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CAT Geometry Triangles Questions PDF [Most Important]

Geometry Triangles questions are important concepts in the Geometry concept of the CAT Quant section. These questions are not very tough; make sure you are aware of all the Important Formulas in CAT Geometry. Solve more questions from CAT Geometry Triangles. You can check out these CAT Geometry questions from the CAT Previous year papers. Practice a good number of questions in CAT Geometry Triangles so that you can answer these questions with ease in the exam. In this post, we will look into some important CAT Geometry Questions. These are a good source of practice for CAT 2022 preparation; If you want to practice these questions, you can download these Important Triangles (Geometry) Questions for CAT (with detailed answers) PDF along with the video solutions below, which is completely Free.

Question 1: In a triangle ABC, the lengths of the sides AB and AC equal 17.5 cm and 9 cm respectively. Let D be a point on the line segment BC such that AD is perpendicular to BC. If AD = 3 cm, then what is the radius (in cm) of the circle circumscribing the triangle ABC?

a) 17.05

b) 27.85

c) 22.45

d) 32.25

e) 26.25

Solution:

Let x be the value of third side of the triangle. Now we know that Area = 17.5*9*x/(4*R), where R is circumradius.

Also Area = 0.5*x*3 .

Equating both, we have 3 = 17.5*9 / (2*R)

=> R = 26.25.

Question 2: Consider obtuse-angled triangles with sides 8 cm, 15 cm and x cm. If x is an integer then how many such triangles exist?

a) 5

b) 21

c) 10

d) 15

e) 14

Solution:

For obtuse-angles triangle, $c^2 > a^2 + b^2$ and c < a+b
If 15 is the greatest side, 8+x > 15 => x > 7 and $225 > 64 + x^2$ => $x^2$ < 161 => x <= 12
So, x = 8, 9, 10, 11, 12
If x is the greatest side, then 8 + 15 > x => x < 23
$x^2 > 225 + 64 = 289$ => x > 17
So, x = 18, 19, 20, 21, 22
So, the number of possibilities is 10

Question 3: If the lengths of diagonals DF, AG and CE of the cube shown in the adjoining figure are equal to the three sides of a triangle, then the radius of the circle circumscribing that triangle will be?

a) equal to the side of the cube

b) $\sqrt 3$ times the side of the cube

c) 1/$\sqrt 3$ times the side of the cube

d) impossible to find from the given information

Solution:

Consider side of the cube as x.

So diagonal will be of length $\sqrt{3}$ * x.

Now if diagonals are side of equilateral triangle we get area = 3*$\sqrt{3}*x^2$ /4 .

Also in a triangle

4 * Area * R = Product of sides

4* 3*$\sqrt{3}*x^2$ /4 * R = .3*$\sqrt{3}*x^3$

R = x

Question 4: In triangle DEF shown below, points A, B and C are taken on DE, DF and EF respectively such that EC = AC and CF = BC. If angle D equals 40 degress , then angle ACB is ?

a) 140

b) 70

c) 100

d) None of these

Solution:

Let angle EAC = x, so angle AEC = x and angle ACE = 180-2x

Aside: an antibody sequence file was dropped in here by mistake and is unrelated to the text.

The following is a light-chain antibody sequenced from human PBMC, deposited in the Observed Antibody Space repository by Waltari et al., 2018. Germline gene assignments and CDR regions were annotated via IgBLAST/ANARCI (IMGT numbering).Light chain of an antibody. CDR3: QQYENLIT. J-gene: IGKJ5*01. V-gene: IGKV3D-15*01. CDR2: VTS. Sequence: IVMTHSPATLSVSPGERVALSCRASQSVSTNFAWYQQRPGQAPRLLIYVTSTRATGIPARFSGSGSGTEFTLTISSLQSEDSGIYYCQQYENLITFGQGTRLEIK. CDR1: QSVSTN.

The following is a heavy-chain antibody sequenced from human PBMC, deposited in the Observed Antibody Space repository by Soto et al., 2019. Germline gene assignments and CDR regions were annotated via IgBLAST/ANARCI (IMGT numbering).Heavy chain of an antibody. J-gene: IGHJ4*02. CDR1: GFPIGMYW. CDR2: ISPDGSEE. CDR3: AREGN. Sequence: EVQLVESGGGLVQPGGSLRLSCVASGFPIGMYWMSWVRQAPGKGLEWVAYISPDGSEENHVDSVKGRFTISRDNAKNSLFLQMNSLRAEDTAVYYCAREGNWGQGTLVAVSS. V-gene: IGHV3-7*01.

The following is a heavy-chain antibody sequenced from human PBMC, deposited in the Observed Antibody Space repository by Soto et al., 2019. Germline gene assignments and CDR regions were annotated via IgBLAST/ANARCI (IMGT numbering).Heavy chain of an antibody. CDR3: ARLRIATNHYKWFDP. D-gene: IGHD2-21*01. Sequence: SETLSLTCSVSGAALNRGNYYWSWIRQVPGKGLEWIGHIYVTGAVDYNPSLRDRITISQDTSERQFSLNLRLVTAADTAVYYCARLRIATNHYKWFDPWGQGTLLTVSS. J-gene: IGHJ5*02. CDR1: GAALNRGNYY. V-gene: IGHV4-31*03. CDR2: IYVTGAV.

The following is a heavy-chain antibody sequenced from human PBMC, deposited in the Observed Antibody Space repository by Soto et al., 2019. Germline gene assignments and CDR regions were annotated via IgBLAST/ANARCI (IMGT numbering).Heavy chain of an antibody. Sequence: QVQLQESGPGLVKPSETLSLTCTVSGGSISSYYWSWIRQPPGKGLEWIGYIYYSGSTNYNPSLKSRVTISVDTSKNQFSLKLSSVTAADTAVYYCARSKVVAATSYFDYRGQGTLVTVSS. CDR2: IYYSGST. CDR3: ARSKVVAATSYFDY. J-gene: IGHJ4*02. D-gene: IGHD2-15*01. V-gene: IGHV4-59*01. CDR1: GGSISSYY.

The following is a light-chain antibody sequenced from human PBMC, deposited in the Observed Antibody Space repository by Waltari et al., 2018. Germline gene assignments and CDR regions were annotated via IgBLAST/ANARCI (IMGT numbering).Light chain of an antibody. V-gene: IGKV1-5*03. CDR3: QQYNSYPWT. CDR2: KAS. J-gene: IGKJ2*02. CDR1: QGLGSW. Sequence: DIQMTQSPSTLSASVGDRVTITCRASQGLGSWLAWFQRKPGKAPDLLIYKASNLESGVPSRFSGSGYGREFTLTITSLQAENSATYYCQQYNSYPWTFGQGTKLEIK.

Let angle FBC = y, so angle BFC = y and angle BCF = 180-2y
So, angle ACB = 180-(180-2x+180-2y) = 2(x+y) – 180
x+y = 180 – 40 = 140
So, angle ACB = 280 – 180 = 100

Question 5: If a,b,c are the sides of a triangle, and $a^2 + b^2 +c^2 = bc + ca + ab$, then the triangle is:

a) equilateral

b) isosceles

c) right angled

d) obtuse angled

Solution:

$(a+b+c)^2 = a^2 + b^2 + c^2 + 2(ab + bc + ca) => 3(a^2 + b^2 + c^2)$

This is possible only if a = b = c.

So, the triangle is an equilateral triangle.

Question 6: In the figure given below, ABCD is a rectangle. The area of the isosceles right triangle ABE = 7 $cm^2$ ; EC = 3(BE). The area of ABCD (in $cm^2$) is

a) 21 $cm^2$

b) 28 $cm^2$

c) 42 $cm^2$

d) 56 $cm^2$

Solution:

Let AB = BE = x

Area of triangle ABE = $x^2/2$ = 14; we get x = $\sqrt{14}$

So we have side BC = 4*$\sqrt{14}$

Now area is AB*BC = 14 *4 = 56 $cm^2$

Question 7: In the figure given below, ABCD is a rectangle. The area of the isosceles right triangle ABE = 7 $cm^2$ ; EC = 3(BE). The area of ABCD (in $cm^2$) is

a) 21 $cm^2$

b) 28 $cm^2$

c) 42 $cm^2$

d) 56 $cm^2$

Solution:

Let AB = BE = x

Area of triangle ABE = $x^2/2$ = 14; we get x = $\sqrt{14}$

So we have side BC = 4*$\sqrt{14}$

Now area is AB*BC = 14 *4 = 56 $cm^2$

Question 8: The area of the triangle whose vertices are (a,a), (a + 1, a + 1) and (a + 2, a) is
[CAT 2002]

a) $a^3$

b) $1$

c) $2a$

d) $2^{1/2}$

Solution:

The triangle we have is :

The length of three sides is $\sqrt 2, \sqrt 2$ and $2$.
This is a right-angled triangle.
Hence, it’s area equals $1/2 * \sqrt 2 * \sqrt 2 = 1$
So, the correct answer is b)
Alternate Approach :
Area of triangle = $\frac{1}{2}\times\ base\times\ height$
So we get $\frac{1}{2}\times2\times\ 1$=1 square units

Question 9: In the following figure, ACB is a right-angled triangle. AD is the altitude. Circles are inscribed within the triangle ACD and triangle BCD. P and Q are the centers of the circles. The distance PQ is

The length of AB is 15 m and AC is 20 m

a) 7 m

b) 4.5 m

c) 10.5 m

d) 6 m

Solution:

By Pythagoras theorem we get BC = 25 . Let BD = x;Triangle ABD is similar to triangle CBA => AD/15 = x/20 and also triangle ADC is similar to triangle ACB=> AD/20 = (25-x)/15. From the 2 equations, we get x = 9 and DC = 16

We know that AREA = (semi perimeter ) * inradius

For triangle ABD, Area = 1/2 x BD X AD = 1/2 x 12 x 9 = 54 and semi perimeter = (15 + 9 + 12)/2 = 18. On using the above equation we get, inradius, r = 3.

PQ = R + r = 7 cm

Question 10: If ABCD is a square and BCE is an equilateral triangle, what is the measure of ∠DEC?

a) 15°

b) 30°

c) 20°

d) 45°

So angle DEC = $\frac{180-150}{2} = 15$